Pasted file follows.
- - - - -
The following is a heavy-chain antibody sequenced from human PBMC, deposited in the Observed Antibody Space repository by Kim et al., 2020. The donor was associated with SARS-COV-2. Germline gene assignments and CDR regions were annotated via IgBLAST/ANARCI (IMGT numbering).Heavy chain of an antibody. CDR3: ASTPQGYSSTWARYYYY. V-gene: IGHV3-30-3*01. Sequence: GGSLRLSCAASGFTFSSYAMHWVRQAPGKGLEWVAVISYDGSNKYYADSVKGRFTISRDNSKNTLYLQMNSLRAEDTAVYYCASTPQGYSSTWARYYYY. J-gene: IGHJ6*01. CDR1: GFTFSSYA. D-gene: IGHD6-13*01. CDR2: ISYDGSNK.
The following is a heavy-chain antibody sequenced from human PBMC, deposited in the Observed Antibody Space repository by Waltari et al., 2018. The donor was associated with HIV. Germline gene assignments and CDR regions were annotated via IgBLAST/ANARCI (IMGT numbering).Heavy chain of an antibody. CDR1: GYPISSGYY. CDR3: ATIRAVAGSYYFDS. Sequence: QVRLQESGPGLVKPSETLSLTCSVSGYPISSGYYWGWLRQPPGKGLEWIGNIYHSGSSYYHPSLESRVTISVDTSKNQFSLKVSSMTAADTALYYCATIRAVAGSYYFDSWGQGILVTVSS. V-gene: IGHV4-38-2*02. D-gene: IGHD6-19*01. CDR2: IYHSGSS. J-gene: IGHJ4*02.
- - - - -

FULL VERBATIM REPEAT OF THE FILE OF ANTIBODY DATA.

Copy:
The following is a heavy-chain antibody sequenced from human PBMC, deposited in the Observed Antibody Space repository by Kim et al., 2020. The donor was associated with SARS-COV-2. Germline gene assignments and CDR regions were annotated via IgBLAST/ANARCI (IMGT numbering).Heavy chain of an antibody. CDR3: ASTPQGYSSTWARYYYY. V-gene: IGHV3-30-3*01. Sequence: GGSLRLSCAASGFTFSSYAMHWVRQAPGKGLEWVAVISYDGSNKYYADSVKGRFTISRDNSKNTLYLQMNSLRAEDTAVYYCASTPQGYSSTWARYYYY. J-gene: IGHJ6*01. CDR1: GFTFSSYA. D-gene: IGHD6-13*01. CDR2: ISYDGSNK.
The following is a heavy-chain antibody sequenced from human PBMC, deposited in the Observed Antibody Space repository by Waltari et al., 2018. The donor was associated with HIV. Germline gene assignments and CDR regions were annotated via IgBLAST/ANARCI (IMGT numbering).Heavy chain of an antibody. CDR1: GYPISSGYY. CDR3: ATIRAVAGSYYFDS. Sequence: QVRLQESGPGLVKPSETLSLTCSVSGYPISSGYYWGWLRQPPGKGLEWIGNIYHSGSSYYHPSLESRVTISVDTSKNQFSLKVSSMTAADTALYYCATIRAVAGSYYFDSWGQGILVTVSS. V-gene: IGHV4-38-2*02. D-gene: IGHD6-19*01. CDR2: IYHSGSS. J-gene: IGHJ4*02.